Tata Steel: environmental threat or essential industry?

In the history of mankind, the battle between environment and jobs, the latter have always won. But that is changing – people are no longer happy with the tradeoff. The most recent and closest to home example of this change is the case of the people of IJmond vs. Tata Steel. The inhabitants of the municipalities of Beverwijk, Heemskerk and Velsen, located in the IJmond region,are saying ‘no more’ to the pollution caused by steel giant Tata Steel. They are no longer willing to exchange their health for jobs: ‘either Tata Steel cleans up its act or shuts down’.

The steel company was founded in 1918 by the name of Koninklijke Hoogovens; in 1999 it merged with British Steel to form the Corus Group, which in 2007 was bought by the Indian company Tata Steel.

Lately, Tata Steel is in the spotlight, but for all the wrong reasons. The company is not only one of the biggest employers in the country, with over 11,000 direct employees, and creating another estimated 30,000 jobs at its supply companies, but also the largest CO2 emitter in the Netherlands due to the large amounts of coal burned to make steel. The steel plant also releases a lot of toxic substances which whirl down in the neighbourhood of the factory, putting people, especially children, at a greater risk of respiratory diseases and lung cancer. It has been known for years that Tata Steel pollutes and emits toxic substances. As early as 1952, the IJmuider Courant reported that more people died of cancer in IJmond than elsewhere. So why are people only complaining now?

First of all, there are now more people living in the area who do not work at the factory and demand a clean living environment. Second, people are more conscious about their living environment, health and climate. In May, 1,100 people and 8 foundations filed a complaint against Tata Steel. One issue is that the government is pushing the public to act to prevent climate change, but seems afraid to hold the real polluters – big industrial companies – to account. “On the one hand, the government does not want lead to end up in the environment, but a company like Tata still has a permit to emit 28,000 kilograms of lead annually. That’s bizarre,” says Jacob de Boer, professor of environmental chemistry and toxicology at the VU University Amsterdam, who himself lives close to IJmuiden. “We don’t even know how much is being discharged anymore. We go by what the company says. Well, take the poisonous Chromium-6 for example. According to Tata’s 2016 annual report, emissions amounted to 7.79929052 kilograms per year. 2017 annual report: exactly the same number. 2018 and 2019: ditto. How believable is that?” In early September, national health authority RIVM reported that the number of hazardous substances in the vicinity of the Tata Steel factory is tens of times higher than elsewhere in the country.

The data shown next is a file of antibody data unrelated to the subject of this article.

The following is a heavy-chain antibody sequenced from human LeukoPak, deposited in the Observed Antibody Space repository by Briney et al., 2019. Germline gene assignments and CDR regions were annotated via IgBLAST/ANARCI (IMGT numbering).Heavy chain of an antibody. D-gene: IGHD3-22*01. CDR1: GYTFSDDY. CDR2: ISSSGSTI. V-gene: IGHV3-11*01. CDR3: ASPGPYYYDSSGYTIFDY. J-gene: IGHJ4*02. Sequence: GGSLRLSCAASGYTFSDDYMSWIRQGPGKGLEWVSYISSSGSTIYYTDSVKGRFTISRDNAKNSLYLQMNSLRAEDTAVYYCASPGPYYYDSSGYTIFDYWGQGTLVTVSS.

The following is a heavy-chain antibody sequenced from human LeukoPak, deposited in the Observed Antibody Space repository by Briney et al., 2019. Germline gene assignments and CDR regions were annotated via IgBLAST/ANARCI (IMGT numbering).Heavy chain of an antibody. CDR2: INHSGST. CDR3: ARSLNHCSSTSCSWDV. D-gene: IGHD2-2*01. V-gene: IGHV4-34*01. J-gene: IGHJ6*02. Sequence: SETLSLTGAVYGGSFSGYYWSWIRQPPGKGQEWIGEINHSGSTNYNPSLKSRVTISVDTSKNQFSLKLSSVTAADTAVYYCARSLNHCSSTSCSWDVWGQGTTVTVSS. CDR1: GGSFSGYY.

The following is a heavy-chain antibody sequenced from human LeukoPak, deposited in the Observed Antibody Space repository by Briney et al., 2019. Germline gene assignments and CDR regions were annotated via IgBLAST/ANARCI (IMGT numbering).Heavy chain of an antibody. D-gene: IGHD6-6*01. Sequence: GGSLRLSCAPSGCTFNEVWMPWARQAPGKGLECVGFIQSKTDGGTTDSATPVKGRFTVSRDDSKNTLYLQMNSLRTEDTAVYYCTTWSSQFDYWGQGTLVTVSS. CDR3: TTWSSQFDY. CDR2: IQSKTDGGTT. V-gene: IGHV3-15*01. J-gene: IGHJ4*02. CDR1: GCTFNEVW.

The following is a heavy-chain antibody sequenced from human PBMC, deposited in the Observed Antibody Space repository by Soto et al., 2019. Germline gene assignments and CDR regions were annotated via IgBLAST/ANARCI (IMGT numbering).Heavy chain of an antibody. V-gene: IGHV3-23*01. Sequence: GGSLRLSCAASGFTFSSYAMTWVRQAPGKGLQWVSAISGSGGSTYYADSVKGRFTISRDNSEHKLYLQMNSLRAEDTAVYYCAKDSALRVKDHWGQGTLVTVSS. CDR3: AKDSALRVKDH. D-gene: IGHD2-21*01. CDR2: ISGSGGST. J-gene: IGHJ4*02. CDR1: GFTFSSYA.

The chairman of the board of Tata Steel Netherlands, Hans van den Berg, took out a full-page advertisement in De Telegraafnewspaper and responded to RIVM report, saying: “I want to make you a promise. Tata Steel is going to change. I guarantee you that I will personally do everything I can to make this happen – you can trust me on that.”

Tata Steel announced that the company wants to make steel with hydrogen instead of coal, so that it will emit less CO2. The company also announced measures up to a value of 300 million euros to limit other nuisance, promising that by 2023, the precipitation of dust in the immediate vicinity will be reduced by 65 percent. However, we may not see any significant change for at least 10 years. Residents’ associations have said that Tata Steel should close immediately and only open again once the factory has changed to hydrogen. But is a shutdown of the company a real option? The Netherlands, after all, needs steel for automobiles, windmills and solar panels.

Various parties believe that Tata Steel should be nationalized to make production greener and healthier, but Stef Blok, minister of Economic and Climate Policy, fears that years of investment of taxpayers’ money will be needed to make ‘green steel’ profitable and, even then, the risk of failure is high. “If it can be profitable, then government intervention is not needed,” he said.

In light of the latest IPCC report on climate change, cases like that of Tata Steel can longer be brushed under the rug. With thousands of jobs on the line and the health of the people, not to mention of the planet, hanging in the balance, strong and immediate action is needed.

Written by Priyanka Sharma